I'm often guilty of this myself, but I cringe whenever I hear a software developer say that in order to implement a feature, they "Just" have to do x, y, and z. The reality is that even on healthy projects, you will face at least a little more complexity than could be anticipated in advance. This complexity makes time-based estimates risky, especially on seemingly-small features. This week, I was particularly guilty of declaring to myself that a feature would take "Just a few lines of code".
Working on the Fixie test framework this week, I pulled the next task from my backlog. It read:
Honor Dispose() when present.
When a test fixture class happens to implement IDisposable, the test framework should treat Dispose() as special. After constructing your fixture and calling its test methods, and before it discards the fixture instance, it should be sure to call Dispose(). For example, the xUnit test framework uses Dispose() in the same way that NUnit uses [TearDown] methods. In both of those frameworks, you have a chance to perform cleanup after tests execute, and I wanted Fixie to support Dispose() too.
To get a better idea of what I would have to do, I took a look at the way C#
using blocks work. When you write a block like this:
...the compiler will rewrite it before actually compiling anything:
To satisfy the requirement, "Honor Dipose() when present," I just had to wrap my test-running code in a similar try/finally block. Easy as pie. It should take about 4 minutes, mostly just to write its acceptance test.
"Just 4 minutes" quickly turned into 4 hours.
The Easy Part
The primary commit for this feature is exactly what I expected. My acceptance test for this feature involved a sample fixture that implemented IDisposable along with two tests, one that passes and one that fails. My real test fixture would run that sample test fixture, inspecting the results. This pattern of having a real fixture wrap a private sample fixture allows me to have sample fixtures with failing tests. Only failures in the outer real fixture cause my build to fail:
The primary commit's fix involved wrapping test execution in a
The First Four Monkey Wrenches
That wasn't actually the first commit for this feature. I tried that all first, but the outer test fixture would fail. Within the sample fixture, Dispose() was being called at the end of test execution, as expected, but Dispose() was also being called as a test method too! Output suggested that my 2-test fixture had 3 tests, and Dispose() was being called 4 times. Yeesh.
To resolve that issue, I just had to omit Dispose() from being treated as a test method. I introduced a helper method to test whether a given method is Dispose().
Oops. Not every method with that name is the Dispose() method. I really had to look for the right method signature:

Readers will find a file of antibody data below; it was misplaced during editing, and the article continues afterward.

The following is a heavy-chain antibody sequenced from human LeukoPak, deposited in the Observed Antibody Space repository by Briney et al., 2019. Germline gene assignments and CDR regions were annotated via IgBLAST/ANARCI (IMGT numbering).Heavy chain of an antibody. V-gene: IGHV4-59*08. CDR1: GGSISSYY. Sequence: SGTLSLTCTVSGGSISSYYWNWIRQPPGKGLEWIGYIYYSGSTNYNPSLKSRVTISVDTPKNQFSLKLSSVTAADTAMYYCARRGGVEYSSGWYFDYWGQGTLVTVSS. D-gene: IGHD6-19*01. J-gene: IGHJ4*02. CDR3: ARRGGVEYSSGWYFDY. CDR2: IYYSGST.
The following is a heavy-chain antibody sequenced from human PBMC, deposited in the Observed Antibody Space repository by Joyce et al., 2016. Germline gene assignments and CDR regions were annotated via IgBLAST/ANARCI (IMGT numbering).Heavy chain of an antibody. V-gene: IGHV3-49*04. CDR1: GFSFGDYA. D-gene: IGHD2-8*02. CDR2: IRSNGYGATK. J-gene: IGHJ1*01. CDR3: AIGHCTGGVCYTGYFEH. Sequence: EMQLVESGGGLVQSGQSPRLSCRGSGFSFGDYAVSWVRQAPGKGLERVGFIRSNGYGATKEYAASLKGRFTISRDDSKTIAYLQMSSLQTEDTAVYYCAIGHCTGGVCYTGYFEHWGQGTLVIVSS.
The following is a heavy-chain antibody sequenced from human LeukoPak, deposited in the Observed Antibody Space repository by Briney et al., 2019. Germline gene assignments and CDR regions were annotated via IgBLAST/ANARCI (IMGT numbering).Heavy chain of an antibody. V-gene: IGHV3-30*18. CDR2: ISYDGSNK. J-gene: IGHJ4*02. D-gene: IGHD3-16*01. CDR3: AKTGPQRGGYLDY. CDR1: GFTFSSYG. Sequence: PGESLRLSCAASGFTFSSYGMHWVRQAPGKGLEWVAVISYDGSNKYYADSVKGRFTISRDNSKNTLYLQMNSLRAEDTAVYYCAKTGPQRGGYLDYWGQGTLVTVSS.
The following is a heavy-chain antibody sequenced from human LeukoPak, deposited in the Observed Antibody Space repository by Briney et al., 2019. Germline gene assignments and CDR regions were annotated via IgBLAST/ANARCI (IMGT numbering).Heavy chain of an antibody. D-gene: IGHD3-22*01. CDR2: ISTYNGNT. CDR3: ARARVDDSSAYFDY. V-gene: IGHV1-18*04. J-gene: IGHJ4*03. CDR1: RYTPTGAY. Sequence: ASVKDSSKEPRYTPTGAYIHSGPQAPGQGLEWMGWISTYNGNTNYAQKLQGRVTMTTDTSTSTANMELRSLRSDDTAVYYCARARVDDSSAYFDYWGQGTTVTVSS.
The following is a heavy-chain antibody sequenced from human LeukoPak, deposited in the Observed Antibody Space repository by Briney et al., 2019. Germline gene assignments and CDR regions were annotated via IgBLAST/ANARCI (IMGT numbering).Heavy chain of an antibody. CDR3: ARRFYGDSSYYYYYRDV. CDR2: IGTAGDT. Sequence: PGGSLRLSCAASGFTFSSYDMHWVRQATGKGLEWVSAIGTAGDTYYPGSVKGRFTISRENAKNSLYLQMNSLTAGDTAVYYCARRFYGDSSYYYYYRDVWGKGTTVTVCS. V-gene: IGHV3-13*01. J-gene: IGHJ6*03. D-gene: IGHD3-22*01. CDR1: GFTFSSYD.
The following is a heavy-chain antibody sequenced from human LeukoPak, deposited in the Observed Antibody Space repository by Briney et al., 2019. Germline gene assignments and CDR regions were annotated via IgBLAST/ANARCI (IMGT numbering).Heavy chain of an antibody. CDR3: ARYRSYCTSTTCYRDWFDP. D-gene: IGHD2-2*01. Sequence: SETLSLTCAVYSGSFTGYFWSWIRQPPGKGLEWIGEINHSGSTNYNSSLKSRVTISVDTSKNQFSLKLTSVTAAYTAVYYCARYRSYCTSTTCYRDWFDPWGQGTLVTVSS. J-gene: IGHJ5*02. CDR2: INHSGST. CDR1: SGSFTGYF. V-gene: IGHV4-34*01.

Oops. Not every method with that signature is really IDisposable.Dispose():
Oops. DeclaredType isn't always the right type to inspect for IDisposable. Consider this situation:
In this case, the DeclaredType for the Dispose() method is HasDisposeButNotIDisposable, which doesn't implement IDisposable. When Fixie tried to run tests in a class like DisposableTestFixture, it still treated Dispose() as a test case. I had to replace DeclaredType with ReflectedType:
Finally, I could use that helper method to exclude IDisposable.Dispose() from being treated as a test case. Running the sample fixture produced one pass and one expected failure, and Dispose was called the right number of times.
The Plot Thickens
Wait. What if someone's test fixture has a Dispose() that throws exceptions? Just like an NUnit [TearDown], we want exceptions here to cause the corresponding tests to fail, and we want the disposal exception to be included in the output. I just have to wrap the disposal in a try/catch and emit a failure when Dispose() throws, like I already do when a test method throws:
When a test method passes but Dispose() throws, this code does the right thing by treating the test as a failure and presenting the exception to the user. When a test method fails and Dipose() throws, it would incorrectly report 2 test failures (one reported by the test method execution, and one reported by this catch block). Instead, I want to treat it as one test failure, while reporting both exceptions to the user as the reasons the single test failed.
To address that detail, I had to dramatically restructure the test execution code so that it would accumulate potentially-many exceptions throughout the test lifecycle. Only at the end of the lifecycle would it decide whether the test passed or failed. If any exceptions had been accumulated, the test would fail and the reasons would list all the exceptions.
I'm glad I ran into this problem now, because it will surely come up again when I address other test lifecycle methods, corresponding with NUnit concepts like [TestFixtureSetUp], [TestFixtureTearDown], [SetUp], and [TearDown]. The new code makes it easy to have multiple steps in the test lifecycle, all possibly contributing reasons for the test to fail.
4 Hours Later
Finally, the original feature, "Honor Dipose() when present," was implemented, and it just took 4 hours. The next time you catch yourself saying "Just", take a moment to think critically about what all you've hidden behind that word. Any given feature may be easy to describe to a user, and the most likely use case may very well be easy to implement, but the devil's in the details.